I just came from a meeting of the Native American Unsheltered/Opioid Crisis Response group. We discussed the need for more messages encouraging people not to use drugs, rather than focusing on using drugs safely. The harm reduction approach (helping people use drugs safely to reduce the negative consequences of drug use – like death – until a drug user is ready to quit drugs altogether) has its place, but by itself it limits the opportunities someone has to free themselves from addiction. When someone decides they want to stop using drugs entirely, they need a pathway towards that goal. As with any other vice, from overeating to losing one’s temper in uncontrollable rages, reducing the problem is good, but overcoming it is better.
At the same meeting, someone mentioned the test strips that allow a drug user to check the drugs they
are going to use to see if they contain fentanyl. Fentanyl is 100 times more potent than morphine and
has caused untold overdose deaths over the last couple of years. I looked up the test strips online to get
some background information. I was shocked by the WebMD.com article on the strips, as it drove home
the point the Native American group had discussed at their meeting.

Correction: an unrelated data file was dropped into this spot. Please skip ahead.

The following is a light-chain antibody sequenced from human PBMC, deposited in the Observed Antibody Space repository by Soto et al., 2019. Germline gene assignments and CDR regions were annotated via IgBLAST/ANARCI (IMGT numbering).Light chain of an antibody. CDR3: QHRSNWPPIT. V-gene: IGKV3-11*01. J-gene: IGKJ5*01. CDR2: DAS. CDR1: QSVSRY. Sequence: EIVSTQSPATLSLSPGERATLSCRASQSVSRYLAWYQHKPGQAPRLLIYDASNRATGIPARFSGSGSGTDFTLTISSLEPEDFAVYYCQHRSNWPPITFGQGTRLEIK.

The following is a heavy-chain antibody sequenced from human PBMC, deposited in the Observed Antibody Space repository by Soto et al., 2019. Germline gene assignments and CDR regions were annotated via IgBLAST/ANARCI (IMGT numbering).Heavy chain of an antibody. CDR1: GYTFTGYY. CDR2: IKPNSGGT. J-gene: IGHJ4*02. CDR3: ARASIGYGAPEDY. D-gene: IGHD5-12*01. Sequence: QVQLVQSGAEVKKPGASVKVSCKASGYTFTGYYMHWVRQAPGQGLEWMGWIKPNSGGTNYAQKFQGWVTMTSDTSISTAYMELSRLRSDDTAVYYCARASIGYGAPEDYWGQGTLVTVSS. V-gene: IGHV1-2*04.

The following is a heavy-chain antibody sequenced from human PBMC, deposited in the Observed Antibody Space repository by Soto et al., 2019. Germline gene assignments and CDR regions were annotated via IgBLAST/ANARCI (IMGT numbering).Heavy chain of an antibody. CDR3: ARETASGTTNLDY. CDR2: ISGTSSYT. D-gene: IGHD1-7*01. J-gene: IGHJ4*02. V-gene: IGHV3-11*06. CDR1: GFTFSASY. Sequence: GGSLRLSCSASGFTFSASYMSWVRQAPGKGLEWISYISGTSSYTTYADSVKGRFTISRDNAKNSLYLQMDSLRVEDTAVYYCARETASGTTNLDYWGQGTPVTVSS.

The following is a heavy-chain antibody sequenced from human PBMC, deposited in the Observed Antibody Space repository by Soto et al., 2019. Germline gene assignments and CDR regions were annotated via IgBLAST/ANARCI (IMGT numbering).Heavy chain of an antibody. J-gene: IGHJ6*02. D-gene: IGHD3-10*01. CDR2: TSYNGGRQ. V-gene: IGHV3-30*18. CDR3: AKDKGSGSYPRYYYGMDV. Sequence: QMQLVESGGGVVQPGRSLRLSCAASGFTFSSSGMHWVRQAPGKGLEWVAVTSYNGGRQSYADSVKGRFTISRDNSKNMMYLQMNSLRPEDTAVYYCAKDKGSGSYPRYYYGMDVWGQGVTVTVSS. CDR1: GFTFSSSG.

WebMD.com explained that a drug user needed to dissolve some of the drugs in water to administer the
test. It then gave instructions on how to dry out the drugs so that the individual could use any drugs that
didn’t have fentanyl – “safe” drugs, in other words. I assume whoever wrote the instructions thought
something like this:
If a drug user is worried that testing for fentanyl will waste some of their drugs, they might not do the
test. Better to reassure them that they can still get high safely than to not do the test.
While I understand the thought process, it seems strange that a website devoted to people’s health will
apparently promote the use of illegal drugs. We seem to be getting dangerously close to overlooking the
lesser evils simply because they are lesser, while ignoring that they are still evil. Apparently fentanyl is so
dangerous that all other street drugs are considered safe by comparison. We’ve hit the point where
cocaine, heroin, and methamphetamines aren’t that bad after all, simply because they aren’t as
dangerous as fentanyl. I know the friends and family of many drug users who would disagree.
This is not meant to condemn anyone who uses drugs, nor to shame WebMD.com. As I said, this came
up in a discussion of social service agencies doing outreach to drug users using exactly the same mindset
as the website. I hope harm reduction does keep people alive long enough for them to get away from
their addictions. Trying to keep people safe from fentanyl isn’t a problem, but the tradeoffs we are
willing to make in the process might be.
by Marti Malby, Director Peace House Community – A Place to Belong
This article originally appeared in “The Alley,” the newspaper for the Phillips neighborhood of Minneapolis.